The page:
Thursday, May 26, 2011

The dear old Queen....

The three funnels of the 'Queen Mary'
No, not that one. The ‘Queen Mary’, steamship extraordinaire, currently resting in stately splendour at a dock in Long Beach, California. Today she’s a hotel and a tourist attraction, but her amazing past is a great story.

A magnificent lady
Launched 27th May 1936 – about a third as big again as the ‘Titanic’ and carrying around 2,500 well-heeled passengers back and forth across the Atlantic – within a few years she was dragooned into the War Effort as a troop ship. All her fabulous fittings, furniture, chandeliers and drapes were stripped out and put into storage at the Hudson River docks in New York, her Cunard Line colours were painted out with a dull grey, and she became ‘The Grey Ghost’, plying the five day Atlantic trip back and forth for the next seven years. 

Packed to the gunwales with troops
Her decks and staterooms and promenades were massed with squashed-in troops, 5,000, 8,000 – up to a maximum of over 16,000 on one voyage, which is still a maritime record. She was tailed by submarines and air force fighters, Hitler offered a reward for sinking her, but she was never hit, she could actually out-run the submarines, her life boats were never used, and the only damage she ever suffered was to her hull when one of her own escorts got too close (it was cut in two and The Queen powered is a VERY bit vessel). With the war over and troop movements no longer needed, she continued to sail back and forth, bringing home war wounded and war brides.

The Promenade Deck
The only way to travel.
Then it was back into the role for which she was intended: a floating palace for the great and good to travel back and forth between New York and Europe. In the old days, the First Class fare was the equivalent of $75,000 today; Hollywood elite, industrialists and philanthropists, statesmen (Churchill was on her three times) and minor royalty (think Edward VIII and Wallis Simpson) considered the ‘Queen Mary’ the only way to travel. Her saloons and ballrooms are lined with wood from all the colonies of England (there are fewer colonies now, and some of the woods are extinct); her fixtures are brass and etched glass, Art Deco splendour. Bing could be at the piano as we speak (he gets around – you may recall that we met him back at Hearst Castle a few days ago). Her last crossing as a passenger liner was in 1967.

On my visit to the ‘Queen Mary’ I joined a tour led by a great raconteur (possibly a ‘resting’ actor) named Greg, who wore a maritime uniform, stood on the staircases, and declaimed various speeches in the persona of the Captain or Winston Churchill. I love LA. The ‘Queen Mary’ had a sister ship, the ‘Queen Elizabeth’ which is with us no longer – Cunard ran a two-ship weekly service across the Atlantic; and we can only be grateful to the City of Long Beach for purchasing the old Queen and keeping her in repair and accessible. But I must confess to a tiny disappointment that she needs to have so many of her salons turned into souvenir outlets and fast-food restaurants; and that he elegant promenade deck needs quite so many ATMs and smoothie bars. Then there is the tacky ‘ghost tour’...which I took anyway, because excitingly you get to go down into the First Class swimming pool area (inside the bowels of the ship), and into the boiler rooms (the boilers – she was a steam ship, remember) have been removed), and right into the bow where she hit that unfortunate escort ship, all of which is very exciting. You just have to ignore the silly commentary, loud noises and unnecessary darkness.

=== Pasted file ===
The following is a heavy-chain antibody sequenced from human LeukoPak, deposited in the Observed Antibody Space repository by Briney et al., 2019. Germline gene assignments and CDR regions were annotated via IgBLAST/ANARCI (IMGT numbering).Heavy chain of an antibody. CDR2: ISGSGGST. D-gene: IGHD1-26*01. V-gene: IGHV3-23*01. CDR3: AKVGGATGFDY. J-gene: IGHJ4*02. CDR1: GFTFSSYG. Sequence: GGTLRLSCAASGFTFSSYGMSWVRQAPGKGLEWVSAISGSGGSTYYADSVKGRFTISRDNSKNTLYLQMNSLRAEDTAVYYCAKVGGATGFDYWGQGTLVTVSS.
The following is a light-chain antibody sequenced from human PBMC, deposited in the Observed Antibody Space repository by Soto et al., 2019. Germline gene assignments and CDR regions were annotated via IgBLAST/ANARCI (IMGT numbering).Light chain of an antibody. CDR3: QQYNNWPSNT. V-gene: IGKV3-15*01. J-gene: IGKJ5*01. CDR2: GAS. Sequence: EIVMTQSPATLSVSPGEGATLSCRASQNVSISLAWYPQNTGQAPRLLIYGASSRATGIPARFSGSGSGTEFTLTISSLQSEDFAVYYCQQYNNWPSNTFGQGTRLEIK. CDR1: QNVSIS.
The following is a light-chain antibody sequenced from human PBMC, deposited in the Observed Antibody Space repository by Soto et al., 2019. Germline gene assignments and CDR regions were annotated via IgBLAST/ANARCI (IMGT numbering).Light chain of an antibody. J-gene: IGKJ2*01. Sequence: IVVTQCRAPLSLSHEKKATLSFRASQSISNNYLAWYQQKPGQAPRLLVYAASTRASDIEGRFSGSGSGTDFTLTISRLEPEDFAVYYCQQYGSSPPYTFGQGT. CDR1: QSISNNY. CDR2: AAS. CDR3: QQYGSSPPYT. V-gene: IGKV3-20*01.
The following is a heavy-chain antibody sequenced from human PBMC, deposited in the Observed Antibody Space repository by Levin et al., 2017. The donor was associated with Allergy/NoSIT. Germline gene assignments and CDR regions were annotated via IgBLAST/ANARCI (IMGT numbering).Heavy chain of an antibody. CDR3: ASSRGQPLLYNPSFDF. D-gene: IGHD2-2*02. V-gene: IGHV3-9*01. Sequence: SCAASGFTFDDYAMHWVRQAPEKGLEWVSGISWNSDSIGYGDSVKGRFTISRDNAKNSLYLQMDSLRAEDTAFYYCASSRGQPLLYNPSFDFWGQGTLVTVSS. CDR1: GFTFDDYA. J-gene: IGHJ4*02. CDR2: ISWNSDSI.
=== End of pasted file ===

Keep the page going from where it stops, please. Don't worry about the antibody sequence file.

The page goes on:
I couldn’t help but feel that it would be a delight to see the old Queen restored to the splendid days, with all her spaces having their original functions. That ‘wedding chapel’ could be turned back into the First Class smoking room; that place selling t-shirts could be the Ballroom lounge again.

The Verandah Grill on the sundeck.
All you need is the G&T

I wasn’t able to check out the experience of staying on the ship in her hotel accommodations – perhaps that’s an adventure for another day. And there’s the restaurant on the sundeck, the Verandah Grill, which was so popular in its heyday that even the First Class passengers had to book a table two months before they sailed and pay an extra $3.60 (presumably a lot in 1935)...I hope the cuisine there today lives up to the glory days. According to Wikipedia it has been a struggle to keep the ship open at Long Beach, with bankruptcy looming at times. I can only recommend that you go see her while she’s still with us, because she is a wonderful and amazing ship.

The ‘Queen Mary’ s stats:
Ocean liner
81,961 tonnes
1,019.4 ft (310.7 m) oa
965 ft (294.1 m) B.P.
118 ft (36.0 m)
181 ft (55.2 m)
39 ft (11.9 m)
24 Yarrow boilers , 4 sets of Parsons single-reduction geared steam turbines on 4 shafts, 160.000 shp
approximately 28.5 kn (52.8 km/h; 32.8 mph) service speed.
2139 passengers: 776 first (cabin) class, 784 tourist class, 579 third class
1101 crew

She’s impressive. A modern day cruise liner was moored nearby when I visited. Our guide Greg looked over at it and remarked. “and they call that a ship...”

But she came through unscathed.....

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